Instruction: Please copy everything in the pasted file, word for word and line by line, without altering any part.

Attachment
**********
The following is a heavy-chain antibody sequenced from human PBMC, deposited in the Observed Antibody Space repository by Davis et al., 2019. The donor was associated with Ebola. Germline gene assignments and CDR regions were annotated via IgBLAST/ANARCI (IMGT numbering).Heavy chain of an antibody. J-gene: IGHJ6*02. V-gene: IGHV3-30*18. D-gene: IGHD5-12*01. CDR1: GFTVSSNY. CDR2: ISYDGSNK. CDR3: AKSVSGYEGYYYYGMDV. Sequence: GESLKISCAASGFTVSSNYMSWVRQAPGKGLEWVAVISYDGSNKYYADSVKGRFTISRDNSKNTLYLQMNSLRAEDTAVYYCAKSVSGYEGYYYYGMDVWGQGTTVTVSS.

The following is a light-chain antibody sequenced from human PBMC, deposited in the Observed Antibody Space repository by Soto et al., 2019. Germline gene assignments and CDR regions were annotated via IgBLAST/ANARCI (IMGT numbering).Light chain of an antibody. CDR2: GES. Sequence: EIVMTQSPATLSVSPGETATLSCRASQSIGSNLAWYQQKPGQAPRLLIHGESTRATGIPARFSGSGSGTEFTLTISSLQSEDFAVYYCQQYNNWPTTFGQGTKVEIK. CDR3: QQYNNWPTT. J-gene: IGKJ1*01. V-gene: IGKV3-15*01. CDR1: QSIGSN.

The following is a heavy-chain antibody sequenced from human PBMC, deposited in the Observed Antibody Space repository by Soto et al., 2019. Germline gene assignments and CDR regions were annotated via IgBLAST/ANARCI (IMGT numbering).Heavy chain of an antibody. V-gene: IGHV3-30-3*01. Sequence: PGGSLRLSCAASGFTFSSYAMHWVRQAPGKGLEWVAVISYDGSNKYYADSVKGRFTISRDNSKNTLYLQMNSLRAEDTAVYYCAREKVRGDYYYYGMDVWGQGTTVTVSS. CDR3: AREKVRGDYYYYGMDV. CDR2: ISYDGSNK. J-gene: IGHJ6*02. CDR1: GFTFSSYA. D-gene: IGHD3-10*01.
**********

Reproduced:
The following is a heavy-chain antibody sequenced from human PBMC, deposited in the Observed Antibody Space repository by Davis et al., 2019. The donor was associated with Ebola. Germline gene assignments and CDR regions were annotated via IgBLAST/ANARCI (IMGT numbering).Heavy chain of an antibody. J-gene: IGHJ6*02. V-gene: IGHV3-30*18. D-gene: IGHD5-12*01. CDR1: GFTVSSNY. CDR2: ISYDGSNK. CDR3: AKSVSGYEGYYYYGMDV. Sequence: GESLKISCAASGFTVSSNYMSWVRQAPGKGLEWVAVISYDGSNKYYADSVKGRFTISRDNSKNTLYLQMNSLRAEDTAVYYCAKSVSGYEGYYYYGMDVWGQGTTVTVSS.

The following is a light-chain antibody sequenced from human PBMC, deposited in the Observed Antibody Space repository by Soto et al., 2019. Germline gene assignments and CDR regions were annotated via IgBLAST/ANARCI (IMGT numbering).Light chain of an antibody. CDR2: GES. Sequence: EIVMTQSPATLSVSPGETATLSCRASQSIGSNLAWYQQKPGQAPRLLIHGESTRATGIPARFSGSGSGTEFTLTISSLQSEDFAVYYCQQYNNWPTTFGQGTKVEIK. CDR3: QQYNNWPTT. J-gene: IGKJ1*01. V-gene: IGKV3-15*01. CDR1: QSIGSN.

The following is a heavy-chain antibody sequenced from human PBMC, deposited in the Observed Antibody Space repository by Soto et al., 2019. Germline gene assignments and CDR regions were annotated via IgBLAST/ANARCI (IMGT numbering).Heavy chain of an antibody. V-gene: IGHV3-30-3*01. Sequence: PGGSLRLSCAASGFTFSSYAMHWVRQAPGKGLEWVAVISYDGSNKYYADSVKGRFTISRDNSKNTLYLQMNSLRAEDTAVYYCAREKVRGDYYYYGMDVWGQGTTVTVSS. CDR3: AREKVRGDYYYYGMDV. CDR2: ISYDGSNK. J-gene: IGHJ6*02. CDR1: GFTFSSYA. D-gene: IGHD3-10*01.